So for example, if you sell specialty lamps that are really nice and your content is about how people really want to enhance the look of their homes, but they don't have enough money to afford really fancy lighting. You can pose a whole scenario in which your product is the answer to that. But again, it's all about having people really see themselves in the story you're telling.
If you're working with more general topics, the easiest way to do this is to take your data and segment it by demographic because sometimes if we're just talking about people—like I'm doing now—it's probably better for me to say “marketers” because if it's not clear you will already relate more to the word “marketers” than you do to just general “people.”
So, if you had a bunch of data, say, about driving behaviors, you're going to be kind of interested to know how people in the United States drive, but you're going to be more interested to know how people in your hometown drive or people in the city you currently live in or people in that state and how it compares to other cities and other states.
This method of “Geo-bait” is highly effective. Some of our very best content has been Geo-bait and it's been because people love to see how their cities and states and countries stack up against others. That's the reason for it. It’s because they feel an allegiance to where they are and where they're from. And again, that makes them think, oh this is relevant to me in some way. It's not just general information about people overall. It's about people from a certain area.
So Geo-bait is one really great way to do it, but other demographics count, too. If you want to break things down by gender, by age, by ethnicity, by race, by whatever—any demographic that makes sense with the content you're producing. The goal is to speak to particular audiences. You don't always want to get too narrow because then you're limiting the audience you can reach.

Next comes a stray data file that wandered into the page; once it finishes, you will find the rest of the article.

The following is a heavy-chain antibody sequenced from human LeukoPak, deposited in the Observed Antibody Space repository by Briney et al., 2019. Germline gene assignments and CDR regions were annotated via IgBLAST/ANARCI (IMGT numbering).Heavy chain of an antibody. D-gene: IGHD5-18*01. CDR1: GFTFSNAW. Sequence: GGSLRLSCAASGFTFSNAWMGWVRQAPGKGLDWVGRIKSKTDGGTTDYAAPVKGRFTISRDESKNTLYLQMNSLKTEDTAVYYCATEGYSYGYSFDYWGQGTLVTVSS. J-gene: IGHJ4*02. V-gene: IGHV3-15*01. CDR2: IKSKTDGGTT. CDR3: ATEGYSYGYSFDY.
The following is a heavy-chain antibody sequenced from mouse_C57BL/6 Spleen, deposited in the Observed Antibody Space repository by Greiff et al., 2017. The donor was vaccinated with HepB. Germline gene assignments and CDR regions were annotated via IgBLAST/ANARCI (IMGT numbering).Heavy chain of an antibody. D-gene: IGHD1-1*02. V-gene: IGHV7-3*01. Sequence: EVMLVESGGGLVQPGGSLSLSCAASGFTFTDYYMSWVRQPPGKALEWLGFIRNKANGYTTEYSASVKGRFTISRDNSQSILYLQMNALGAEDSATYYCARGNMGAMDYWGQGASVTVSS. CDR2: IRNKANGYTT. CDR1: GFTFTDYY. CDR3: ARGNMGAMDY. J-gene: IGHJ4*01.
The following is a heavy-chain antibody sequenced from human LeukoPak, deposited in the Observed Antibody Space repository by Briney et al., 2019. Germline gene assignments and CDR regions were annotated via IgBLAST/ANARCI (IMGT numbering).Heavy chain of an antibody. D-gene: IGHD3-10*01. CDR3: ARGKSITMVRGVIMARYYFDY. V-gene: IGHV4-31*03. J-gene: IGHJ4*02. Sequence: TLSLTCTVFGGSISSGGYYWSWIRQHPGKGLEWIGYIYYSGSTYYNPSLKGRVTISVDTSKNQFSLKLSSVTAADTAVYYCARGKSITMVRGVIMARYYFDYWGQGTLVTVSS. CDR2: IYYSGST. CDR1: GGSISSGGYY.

But—especially if you have a certain intent in mind with your content—think about that target audience, who they are. Hopefully, you have a buyer persona or something like that already drafted that you can pull from and then consider who those people are and how you can target them with your content. The more you can relate to them, the better your content will perform.
So when you're creating content like this, if you're trying to help people see themselves in which you produced, remember three things: make sure that the content answers the question—What does this have to do with me? How is this relevant to me? You want to make sure that they're not really confused about that point.
Number two is, take broader topics and segment them down for additional insights. Like I said, you're going to relate to people more when it's more localized but you're also going to learn more and there's nothing harmful about adding more data if it's relevant.
Third, it's extremely important that when you produce content like this that you're publishing it where those types of audiences are going to be reading it. If you're that lamp company and you're hoping that people who are looking to buy lamps or going to be reading your content. You shouldn't just be posting it on a generic site. You need to be posting it on a home improvement site or a home decor site or somewhere where people are feeling like they haven't completed their homes and they want to make those improvements and it's going to make sense for them to read it there and they're going to see themselves in that content.